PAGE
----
. . . . . . . .
Tell me that opening line doesn’t make you go all glittery-eyed with childlike wonder. So far, this is my favorite Classic Juv/YA Fantasy. It certainly helps that it’s not trying to preach some message about being a good girl or boy; there are messages, but they’re more subtle and sophisticated – more like themes, really (le gasp!).
Having seen the Rankin-Bass film ages ago, I already knew the basic plot…or thought I did, anyway. Seeing it again, of course, I realize how much it simplifies the story—the film version is pure fairy tale, sweet and goofy and magical. And of course I love it.
[And what’s goofier than a guy getting stuck between a bright pink lady tree’s giant throbbing boobs? This… is a kids’ movie, right?]
The original story is much more meta and satirical…though, again, without getting preachy or keeping me from enjoying the journey for its own sake. It’s as if the narrator is telling the kind of story he wishes was still being written by others, one of those nostalgic epic fairy tales full of kings and princesses and the healing power of unicorns’ horns:
… the long horn above her eyes shone and shivered with its own seashell light even in the deepest midnight. She had killed dragons with it, and healed a king whose poisoned wound would not close, and knocked down ripe chestnuts for bear cubs.
The setting is some ageless medieval land, the kind of place with cliff-edge castles, merry wandering outlaws, and forests always in spring. Though, oddly, there are little bits of the 20th century thrown into a certain butterfly’s rambling:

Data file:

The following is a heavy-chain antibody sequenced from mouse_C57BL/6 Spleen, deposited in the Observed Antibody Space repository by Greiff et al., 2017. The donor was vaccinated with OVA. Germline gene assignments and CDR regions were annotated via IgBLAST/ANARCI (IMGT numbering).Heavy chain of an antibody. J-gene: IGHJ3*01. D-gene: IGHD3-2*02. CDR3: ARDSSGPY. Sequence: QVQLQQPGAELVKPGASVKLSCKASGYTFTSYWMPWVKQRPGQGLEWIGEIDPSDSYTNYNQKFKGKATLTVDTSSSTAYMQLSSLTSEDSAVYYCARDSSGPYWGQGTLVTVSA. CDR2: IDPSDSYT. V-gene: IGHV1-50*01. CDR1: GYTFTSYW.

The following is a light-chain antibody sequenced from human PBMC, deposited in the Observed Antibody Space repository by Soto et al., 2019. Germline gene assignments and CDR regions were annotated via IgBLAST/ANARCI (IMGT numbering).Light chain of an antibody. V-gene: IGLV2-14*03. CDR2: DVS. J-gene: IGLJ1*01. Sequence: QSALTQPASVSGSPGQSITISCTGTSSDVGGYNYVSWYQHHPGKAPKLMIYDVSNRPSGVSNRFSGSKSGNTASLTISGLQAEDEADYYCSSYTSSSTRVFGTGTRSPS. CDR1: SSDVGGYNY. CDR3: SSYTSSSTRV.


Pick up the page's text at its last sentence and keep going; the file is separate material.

. . . .
“… Hasten, Mirth, and bring with thee a host of furious fancies whereof I am commander, which will be on sale for three days only at bargain summer prices. …” 
. . . .
“I must take the A train,” he said politely.
Apparently the butterflies in this land are known to suffer from Search Overload.
Perhaps these are remnants of Beagle’s original-original version of The Last Unicorn, which was set fully in the 20th century.
What I love:
The smooth blend of meta-storytelling and just plain storytelling. The story has mock-fairy-tale moments, but it’s not (just) a mock-fairy-tale; it does take itself seriously, and it does feel like one of those good old fantasy adventures.
In fact, in one interview, Beagle says he was purposely channeling some of his favorite writers (including Tolkien) as a way of bringing them back to life (that part didn’t refer to Tolkien, of course, since he was still living) —
“…all these writers [I] loved were dead. We’d already had all of their work that we were ever going to get. So I wanted to write the kind of book that might have existed if all of them were alive now and writing together.” 
In terms of characterization, I like the mix of straw/trope-y characters used by Beagle to poke fun at fairy tales, and the meta-aware ones who actively choose their roles – who choose, on principle, to follow the fairy tale “order of things”:
“… The swineherd cannot already be wed to the princess when he embarks on his adventures, nor can the boy knock at the witch’s door when she is away on vacation. The wicked uncle cannot be found out and foiled before he does something wicked. Things must happen when it is time for them to happen. Quests may not simply be abandoned, prophecies may not be left to rot like unpicked fruit …”